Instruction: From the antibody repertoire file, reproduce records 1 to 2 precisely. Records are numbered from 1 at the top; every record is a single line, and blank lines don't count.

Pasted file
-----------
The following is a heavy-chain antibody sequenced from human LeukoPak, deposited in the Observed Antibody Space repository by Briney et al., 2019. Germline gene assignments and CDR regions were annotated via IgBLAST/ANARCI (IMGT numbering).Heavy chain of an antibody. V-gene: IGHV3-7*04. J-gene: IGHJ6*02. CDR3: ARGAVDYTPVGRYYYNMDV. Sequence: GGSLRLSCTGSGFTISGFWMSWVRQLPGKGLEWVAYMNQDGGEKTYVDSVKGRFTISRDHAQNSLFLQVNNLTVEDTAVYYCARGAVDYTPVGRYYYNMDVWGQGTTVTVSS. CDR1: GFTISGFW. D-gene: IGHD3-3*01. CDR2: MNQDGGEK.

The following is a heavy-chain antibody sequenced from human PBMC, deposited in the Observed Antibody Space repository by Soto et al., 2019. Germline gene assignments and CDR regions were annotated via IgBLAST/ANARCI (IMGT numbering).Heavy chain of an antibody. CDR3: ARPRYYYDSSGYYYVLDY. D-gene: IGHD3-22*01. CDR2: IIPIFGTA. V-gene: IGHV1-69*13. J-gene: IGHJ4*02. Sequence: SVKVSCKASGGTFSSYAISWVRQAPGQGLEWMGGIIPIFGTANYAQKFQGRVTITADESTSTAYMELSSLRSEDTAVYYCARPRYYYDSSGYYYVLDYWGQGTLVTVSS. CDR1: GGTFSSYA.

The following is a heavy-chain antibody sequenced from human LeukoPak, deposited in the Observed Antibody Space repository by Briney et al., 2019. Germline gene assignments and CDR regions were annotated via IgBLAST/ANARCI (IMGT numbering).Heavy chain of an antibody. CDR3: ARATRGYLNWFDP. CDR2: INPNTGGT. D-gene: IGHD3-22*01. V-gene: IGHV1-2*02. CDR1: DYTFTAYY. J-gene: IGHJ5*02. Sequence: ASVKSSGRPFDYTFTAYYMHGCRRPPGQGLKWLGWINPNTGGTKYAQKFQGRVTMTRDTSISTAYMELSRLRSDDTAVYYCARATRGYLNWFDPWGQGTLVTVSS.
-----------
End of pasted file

The following is a heavy-chain antibody sequenced from human LeukoPak, deposited in the Observed Antibody Space repository by Briney et al., 2019. Germline gene assignments and CDR regions were annotated via IgBLAST/ANARCI (IMGT numbering).Heavy chain of an antibody. V-gene: IGHV3-7*04. J-gene: IGHJ6*02. CDR3: ARGAVDYTPVGRYYYNMDV. Sequence: GGSLRLSCTGSGFTISGFWMSWVRQLPGKGLEWVAYMNQDGGEKTYVDSVKGRFTISRDHAQNSLFLQVNNLTVEDTAVYYCARGAVDYTPVGRYYYNMDVWGQGTTVTVSS. CDR1: GFTISGFW. D-gene: IGHD3-3*01. CDR2: MNQDGGEK.

The following is a heavy-chain antibody sequenced from human PBMC, deposited in the Observed Antibody Space repository by Soto et al., 2019. Germline gene assignments and CDR regions were annotated via IgBLAST/ANARCI (IMGT numbering).Heavy chain of an antibody. CDR3: ARPRYYYDSSGYYYVLDY. D-gene: IGHD3-22*01. CDR2: IIPIFGTA. V-gene: IGHV1-69*13. J-gene: IGHJ4*02. Sequence: SVKVSCKASGGTFSSYAISWVRQAPGQGLEWMGGIIPIFGTANYAQKFQGRVTITADESTSTAYMELSSLRSEDTAVYYCARPRYYYDSSGYYYVLDYWGQGTLVTVSS. CDR1: GGTFSSYA.